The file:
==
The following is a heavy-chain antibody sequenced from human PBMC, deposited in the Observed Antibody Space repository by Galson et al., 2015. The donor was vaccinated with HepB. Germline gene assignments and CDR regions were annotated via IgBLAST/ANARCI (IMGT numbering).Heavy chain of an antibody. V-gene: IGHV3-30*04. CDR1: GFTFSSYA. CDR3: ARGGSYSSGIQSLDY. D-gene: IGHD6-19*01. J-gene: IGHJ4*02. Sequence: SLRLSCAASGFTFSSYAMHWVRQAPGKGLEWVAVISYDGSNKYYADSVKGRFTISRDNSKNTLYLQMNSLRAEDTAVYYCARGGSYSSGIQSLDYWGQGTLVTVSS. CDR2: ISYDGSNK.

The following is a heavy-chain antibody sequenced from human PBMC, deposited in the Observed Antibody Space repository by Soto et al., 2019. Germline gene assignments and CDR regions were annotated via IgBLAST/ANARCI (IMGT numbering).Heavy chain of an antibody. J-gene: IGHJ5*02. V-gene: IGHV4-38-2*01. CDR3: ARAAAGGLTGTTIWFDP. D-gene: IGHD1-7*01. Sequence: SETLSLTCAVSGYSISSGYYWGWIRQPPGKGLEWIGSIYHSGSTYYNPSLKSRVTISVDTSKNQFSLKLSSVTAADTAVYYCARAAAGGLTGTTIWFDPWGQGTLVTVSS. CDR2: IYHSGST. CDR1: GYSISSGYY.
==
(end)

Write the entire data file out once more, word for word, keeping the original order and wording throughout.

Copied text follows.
The following is a heavy-chain antibody sequenced from human PBMC, deposited in the Observed Antibody Space repository by Galson et al., 2015. The donor was vaccinated with HepB. Germline gene assignments and CDR regions were annotated via IgBLAST/ANARCI (IMGT numbering).Heavy chain of an antibody. V-gene: IGHV3-30*04. CDR1: GFTFSSYA. CDR3: ARGGSYSSGIQSLDY. D-gene: IGHD6-19*01. J-gene: IGHJ4*02. Sequence: SLRLSCAASGFTFSSYAMHWVRQAPGKGLEWVAVISYDGSNKYYADSVKGRFTISRDNSKNTLYLQMNSLRAEDTAVYYCARGGSYSSGIQSLDYWGQGTLVTVSS. CDR2: ISYDGSNK.

The following is a heavy-chain antibody sequenced from human PBMC, deposited in the Observed Antibody Space repository by Soto et al., 2019. Germline gene assignments and CDR regions were annotated via IgBLAST/ANARCI (IMGT numbering).Heavy chain of an antibody. J-gene: IGHJ5*02. V-gene: IGHV4-38-2*01. CDR3: ARAAAGGLTGTTIWFDP. D-gene: IGHD1-7*01. Sequence: SETLSLTCAVSGYSISSGYYWGWIRQPPGKGLEWIGSIYHSGSTYYNPSLKSRVTISVDTSKNQFSLKLSSVTAADTAVYYCARAAAGGLTGTTIWFDPWGQGTLVTVSS. CDR2: IYHSGST. CDR1: GYSISSGYY.